Updated: Feb 3
Captain Sir Tom Moore, who raised £33 million for the NHS has died with coronavirus.
The World War ll veteran, who was 100, was taken to Bedford Hospital on Sunday after being treated for pneumonia and testing positive for Covid-19 last week.
Announcing his death, daugthers, Hannah Ingram-Moore and Lucy Teixeira said the last year of their father's life had been "nothing short of remarkable".
He became a national treasure and a household name after walking 100 laps of his garden with his zimmer frame to raise money for the health service. He was knighted for his efforts by the Queen at Windsor Castle last July.
Buckingham Palace said the Queen and the royal family's thoughts are with his loved ones and she is sending a private message of condolence.
A Buckingham Palace spokeswoman said: "Her Majesty very much enjoyed meeting Capt Sir Tom and his family at Windsor last year. Her thoughts, and those of the royal family, are with them, recognising the inspiration he provided for the whole nation and others across the world."
In a statement, Prime Minister Boris Johnson said: "Captain Sir Tom Moore was a hero in the truest sense of the word. In the dark days of the Second World War he fought for freedom and in the face of this country's deepest post-war crisis he united us all, he cheered us all up, and he embodied the triumph of the human spirit.
"He became not just a national inspiration but a beacon of hope for the world. Our thoughts are with his daughter Hannah and all his family."
The flag above 10 Downing Street has been flying at half-mast in tribute. Mr Johnson also spoke to Mrs Ingram-Moore to offer his condolences.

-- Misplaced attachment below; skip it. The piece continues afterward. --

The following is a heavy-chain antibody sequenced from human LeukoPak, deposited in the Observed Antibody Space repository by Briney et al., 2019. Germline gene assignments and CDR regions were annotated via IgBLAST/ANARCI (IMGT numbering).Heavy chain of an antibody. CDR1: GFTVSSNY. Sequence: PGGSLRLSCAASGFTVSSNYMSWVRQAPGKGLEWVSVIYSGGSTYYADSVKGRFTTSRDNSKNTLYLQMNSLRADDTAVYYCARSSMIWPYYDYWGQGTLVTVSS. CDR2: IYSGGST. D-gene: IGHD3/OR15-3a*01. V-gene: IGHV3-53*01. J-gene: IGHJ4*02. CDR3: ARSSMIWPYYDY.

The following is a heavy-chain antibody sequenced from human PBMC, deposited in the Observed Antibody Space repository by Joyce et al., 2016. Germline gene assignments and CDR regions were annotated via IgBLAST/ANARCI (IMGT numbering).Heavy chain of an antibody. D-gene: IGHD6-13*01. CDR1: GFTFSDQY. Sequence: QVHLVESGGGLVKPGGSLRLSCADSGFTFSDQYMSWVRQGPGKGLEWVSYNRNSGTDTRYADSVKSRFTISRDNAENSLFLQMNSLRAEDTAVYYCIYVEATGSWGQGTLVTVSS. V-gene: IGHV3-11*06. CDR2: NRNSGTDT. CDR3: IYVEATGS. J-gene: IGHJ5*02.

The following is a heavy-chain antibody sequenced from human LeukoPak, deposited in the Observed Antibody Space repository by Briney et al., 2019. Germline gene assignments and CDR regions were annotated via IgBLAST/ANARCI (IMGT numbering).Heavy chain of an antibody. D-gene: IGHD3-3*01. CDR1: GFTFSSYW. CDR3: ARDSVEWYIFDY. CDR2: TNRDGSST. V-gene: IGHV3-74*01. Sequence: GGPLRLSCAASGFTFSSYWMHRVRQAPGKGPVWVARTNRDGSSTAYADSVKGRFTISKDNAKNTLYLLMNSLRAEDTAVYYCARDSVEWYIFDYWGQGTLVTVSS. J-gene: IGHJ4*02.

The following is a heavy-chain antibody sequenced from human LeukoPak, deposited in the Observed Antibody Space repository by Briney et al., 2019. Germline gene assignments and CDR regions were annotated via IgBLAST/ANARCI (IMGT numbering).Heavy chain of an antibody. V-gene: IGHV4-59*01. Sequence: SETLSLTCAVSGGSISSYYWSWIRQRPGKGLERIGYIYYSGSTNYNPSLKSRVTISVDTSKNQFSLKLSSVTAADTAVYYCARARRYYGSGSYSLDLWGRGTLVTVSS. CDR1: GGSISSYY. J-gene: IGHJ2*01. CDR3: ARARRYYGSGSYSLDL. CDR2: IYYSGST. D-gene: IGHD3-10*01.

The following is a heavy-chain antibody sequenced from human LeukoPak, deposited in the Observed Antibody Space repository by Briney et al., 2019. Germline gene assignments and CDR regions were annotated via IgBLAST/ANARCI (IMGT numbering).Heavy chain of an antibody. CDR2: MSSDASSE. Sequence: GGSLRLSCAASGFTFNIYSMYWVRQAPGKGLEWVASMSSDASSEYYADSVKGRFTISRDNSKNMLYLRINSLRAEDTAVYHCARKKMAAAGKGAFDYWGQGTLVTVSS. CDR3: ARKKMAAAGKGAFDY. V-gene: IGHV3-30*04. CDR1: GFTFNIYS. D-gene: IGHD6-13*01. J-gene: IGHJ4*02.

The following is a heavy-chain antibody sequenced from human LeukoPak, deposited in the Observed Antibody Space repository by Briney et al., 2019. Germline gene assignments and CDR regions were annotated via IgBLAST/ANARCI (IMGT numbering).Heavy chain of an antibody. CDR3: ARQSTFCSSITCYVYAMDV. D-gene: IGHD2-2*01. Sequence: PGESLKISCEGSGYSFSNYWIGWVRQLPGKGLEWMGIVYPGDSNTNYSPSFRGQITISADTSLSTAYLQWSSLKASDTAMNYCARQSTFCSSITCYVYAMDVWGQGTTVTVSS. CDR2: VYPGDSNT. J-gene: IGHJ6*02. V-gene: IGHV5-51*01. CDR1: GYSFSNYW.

Labour leader Sir Keir Starmer tweeted: "This is incredibly sad news. Captain Tom Moore put others first at a time of national crisis and was a beacon of hope for millions. Britain has lost a hero."
The White House also paid tribute in a tweet saying: "We join the United Kingdom and the world in [honouring] the memory of Captain Sir Tom Moore, who inspired millions through his life and his actions."
Originally from Keighley, Captain Sir Tom joined the Army at the beginning of World War ll, serving in India and Myanmar, then known as Burma.
Robbie Moore MP said the town had "lost one of its finest today".
Credited with lifting the nation's spirits, he was made a honorary colonel of the Army Foundation College in Harrogate on his 100th birthday.
The charity foundation that he launched in September said: "As well as uniting the nation and giving hope when it was needed most, he has been our beacon of light every single day.
"He was so passionate about the foundation's vision for a more hopeful world and equal society and was immensely proud of the growing legacy it was establishing in his name."
Captain Sir Tom is survived by his two daughters and four grandchildren.